Getting to know the Carolina hero of 1957
“I didn't touch a basketball until I was in the seventh grade.”
Lennie Rosenbluth, hero of the undefeated and NCAA champion 1957 Carolina basketball team, was telling stories the other day to the East Chapel Hill Rotary Club.
When Rosenbluth described how he tried out for the junior high school basketball team that same year and didn't make it, nobody in the audience was surprised. After all, he was just getting started.
The next year, when he was in eighth grade, he had grown to 6 feet 4 inches tall. So, he tried out again. And, here Rosenbluth paused to be sure we were listening before he told us that again he failed to make the team. Nor did he make it in the ninth grade.
In the 10th grade he tried out for the high school junior varsity team. Again he didn't make it. Same thing in the 11th grade. Here, people in the audience were shaking their heads and having a hard time believing their speaker.
Finally Rosenbluth was believable again, explaining that in January of that year the high school coach called and offered another chance for a tryout. Rosenbluth made the team and became a starter.
Things began to roll. The next summer Rosenbluth played in the summer “hotel” league in the Catskills. There the famous Boston Celtics coach Red Auerbach took an interest in him and invited him to work out with the Celtics and their players, including Bob Cousy, Bones McKinney, and Ed Macauley. Auerbach put him on a list of people who could get into the players’ entrance at any basketball game in Madison Square Garden.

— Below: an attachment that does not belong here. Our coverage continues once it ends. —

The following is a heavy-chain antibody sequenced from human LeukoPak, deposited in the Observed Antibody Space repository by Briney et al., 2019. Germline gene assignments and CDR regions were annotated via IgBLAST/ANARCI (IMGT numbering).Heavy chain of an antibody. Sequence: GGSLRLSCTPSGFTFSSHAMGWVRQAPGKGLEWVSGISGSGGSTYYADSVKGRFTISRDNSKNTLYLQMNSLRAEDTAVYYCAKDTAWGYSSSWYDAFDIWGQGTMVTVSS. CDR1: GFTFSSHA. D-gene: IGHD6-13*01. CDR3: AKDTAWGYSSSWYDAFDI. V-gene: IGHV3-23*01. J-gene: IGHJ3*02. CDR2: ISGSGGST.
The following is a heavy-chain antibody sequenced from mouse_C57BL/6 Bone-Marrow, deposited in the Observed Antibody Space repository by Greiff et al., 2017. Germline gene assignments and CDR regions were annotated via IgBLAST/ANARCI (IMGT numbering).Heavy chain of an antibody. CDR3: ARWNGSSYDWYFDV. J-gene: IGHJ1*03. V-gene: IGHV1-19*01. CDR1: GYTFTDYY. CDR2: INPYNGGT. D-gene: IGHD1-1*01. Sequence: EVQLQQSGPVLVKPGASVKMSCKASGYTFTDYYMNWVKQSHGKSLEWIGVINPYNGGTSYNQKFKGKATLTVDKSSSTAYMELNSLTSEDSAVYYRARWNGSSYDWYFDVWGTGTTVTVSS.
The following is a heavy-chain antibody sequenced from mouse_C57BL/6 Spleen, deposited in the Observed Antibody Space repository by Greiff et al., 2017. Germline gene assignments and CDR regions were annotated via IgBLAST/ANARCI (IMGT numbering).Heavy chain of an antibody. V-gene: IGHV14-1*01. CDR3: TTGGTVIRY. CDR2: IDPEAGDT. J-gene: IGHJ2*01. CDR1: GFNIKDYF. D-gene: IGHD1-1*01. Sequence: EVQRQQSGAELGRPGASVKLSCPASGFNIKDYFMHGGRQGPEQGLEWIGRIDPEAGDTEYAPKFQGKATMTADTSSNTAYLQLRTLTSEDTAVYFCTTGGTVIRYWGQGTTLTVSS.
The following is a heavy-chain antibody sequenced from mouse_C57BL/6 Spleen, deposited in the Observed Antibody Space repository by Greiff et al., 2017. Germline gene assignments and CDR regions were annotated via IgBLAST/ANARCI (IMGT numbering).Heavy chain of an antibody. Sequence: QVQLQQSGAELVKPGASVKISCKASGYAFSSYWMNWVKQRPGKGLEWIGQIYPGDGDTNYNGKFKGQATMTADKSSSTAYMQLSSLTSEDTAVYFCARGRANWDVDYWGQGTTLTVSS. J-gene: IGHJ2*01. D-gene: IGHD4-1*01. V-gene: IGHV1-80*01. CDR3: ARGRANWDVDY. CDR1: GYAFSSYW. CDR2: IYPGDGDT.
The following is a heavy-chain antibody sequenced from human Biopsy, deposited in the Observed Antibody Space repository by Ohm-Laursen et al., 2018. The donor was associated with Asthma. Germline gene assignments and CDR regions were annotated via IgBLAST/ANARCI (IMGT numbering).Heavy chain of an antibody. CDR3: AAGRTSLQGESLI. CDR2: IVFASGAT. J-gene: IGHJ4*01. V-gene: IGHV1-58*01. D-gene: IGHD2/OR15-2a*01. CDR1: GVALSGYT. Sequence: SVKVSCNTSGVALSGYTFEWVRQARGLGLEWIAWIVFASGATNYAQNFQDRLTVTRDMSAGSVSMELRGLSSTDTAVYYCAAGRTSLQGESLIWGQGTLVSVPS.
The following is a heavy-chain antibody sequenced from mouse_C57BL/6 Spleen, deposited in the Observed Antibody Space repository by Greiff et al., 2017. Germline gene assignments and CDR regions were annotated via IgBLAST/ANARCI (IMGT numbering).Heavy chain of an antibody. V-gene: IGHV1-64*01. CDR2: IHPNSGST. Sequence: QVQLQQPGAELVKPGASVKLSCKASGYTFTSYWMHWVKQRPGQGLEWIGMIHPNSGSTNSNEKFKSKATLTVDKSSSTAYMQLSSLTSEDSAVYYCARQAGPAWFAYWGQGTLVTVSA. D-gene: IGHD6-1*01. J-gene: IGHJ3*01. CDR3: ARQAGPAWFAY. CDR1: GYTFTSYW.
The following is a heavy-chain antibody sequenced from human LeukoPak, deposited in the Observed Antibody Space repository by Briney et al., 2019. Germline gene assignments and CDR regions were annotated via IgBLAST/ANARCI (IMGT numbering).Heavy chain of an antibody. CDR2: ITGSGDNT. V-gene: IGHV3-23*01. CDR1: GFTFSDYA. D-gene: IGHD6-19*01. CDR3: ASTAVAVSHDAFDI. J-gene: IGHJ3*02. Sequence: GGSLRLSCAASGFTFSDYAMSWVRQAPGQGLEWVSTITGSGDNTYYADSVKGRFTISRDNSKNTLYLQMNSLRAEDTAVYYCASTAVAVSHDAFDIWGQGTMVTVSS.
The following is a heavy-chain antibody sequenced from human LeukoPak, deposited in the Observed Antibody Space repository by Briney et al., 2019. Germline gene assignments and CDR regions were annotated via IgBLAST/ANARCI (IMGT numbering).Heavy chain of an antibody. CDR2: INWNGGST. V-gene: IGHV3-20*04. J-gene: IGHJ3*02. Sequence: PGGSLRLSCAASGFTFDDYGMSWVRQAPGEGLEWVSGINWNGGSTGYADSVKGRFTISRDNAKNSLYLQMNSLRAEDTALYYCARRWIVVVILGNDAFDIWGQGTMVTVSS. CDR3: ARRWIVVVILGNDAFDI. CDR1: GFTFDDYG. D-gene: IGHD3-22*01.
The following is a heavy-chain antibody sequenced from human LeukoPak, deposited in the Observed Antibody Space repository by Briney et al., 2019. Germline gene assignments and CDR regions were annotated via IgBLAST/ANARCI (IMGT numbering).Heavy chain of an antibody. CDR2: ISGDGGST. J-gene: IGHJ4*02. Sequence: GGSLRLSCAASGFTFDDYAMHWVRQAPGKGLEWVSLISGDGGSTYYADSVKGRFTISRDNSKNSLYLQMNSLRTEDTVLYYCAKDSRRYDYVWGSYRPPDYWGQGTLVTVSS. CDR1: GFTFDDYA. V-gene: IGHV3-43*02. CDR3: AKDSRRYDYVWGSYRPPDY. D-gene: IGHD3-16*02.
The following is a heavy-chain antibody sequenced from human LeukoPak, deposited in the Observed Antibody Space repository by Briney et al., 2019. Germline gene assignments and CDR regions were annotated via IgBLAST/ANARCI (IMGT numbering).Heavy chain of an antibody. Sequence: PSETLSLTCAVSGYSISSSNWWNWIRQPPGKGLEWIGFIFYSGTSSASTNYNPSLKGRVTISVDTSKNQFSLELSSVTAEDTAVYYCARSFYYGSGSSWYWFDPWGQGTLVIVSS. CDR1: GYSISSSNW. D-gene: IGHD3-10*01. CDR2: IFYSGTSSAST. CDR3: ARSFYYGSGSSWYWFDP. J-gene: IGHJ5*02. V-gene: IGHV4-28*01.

As a result, Rosenbluth got to know the basketball coach at St. John’s, Frank McGuire. Although he admired and liked McGuire, Rosenbluth did not want to stay in New York City to go to college.
Ironically, the first coach from North Carolina to take an interest in Rosenbluth was N.C, State’s Everett Case, who offered him a scholarship. However, after seeing a tired out-of-shape Rosenbluth scrimmaging in borrowed ill-fitting shoes. Case took him aside and said, “I can’t waste a scholarship on you.”
About the same time Frank McGuire contacted Rosenbluth to tell him, in confidence, “I am leaving St. John's. I've got to have you.”
Rosenbluth committed to McGuire to go wherever he decided to coach.
“That's how I wound up at Carolina,” Rosenbluth told the group.
Rosenbluth reminisced about McGuire's coaching style.
“He never had to call a timeout at the end of the game,” Rosenbluth said. “We practiced what to do in the last two minutes over and over again. So we knew exactly what to do in those situations.”
Rosenbluth said that McGuire would never embarrass a player in public. If a player made a mistake in a game, he would not jerk him out of the game, but might wait a few minutes before substituting.
But McGuire always kept an empty seat beside him on the bench. A player knew, said Rosenbluth, when he called you to sit beside him that he was going to give a very strong private lecture.
Why did Frank McGuire come south to North Carolina when he left St. John’s? In large part it was because of UNC’s medical facilities that would be available to his son Frank Jr., who had serious health issues.
Ironically, it was also medical resources that brought Rosenbluth back to Chapel Hill to live so that his wife Pat’s cancer could be treated at the Lineberger Cancer Center. Although Pat died in 2010, Rosenbluth remains in Chapel Hill and has married again to the former Dianne Stabler, who cheered him on during his talk to the Rotarians.
D.G. Martin hosts “North Carolina Bookwatch,” which airs Sundays at noon and Thursdays at 5 p.m. on UNC-TV. For information or to view prior programs visit the webpage at www.unctv.org/ncbookwatch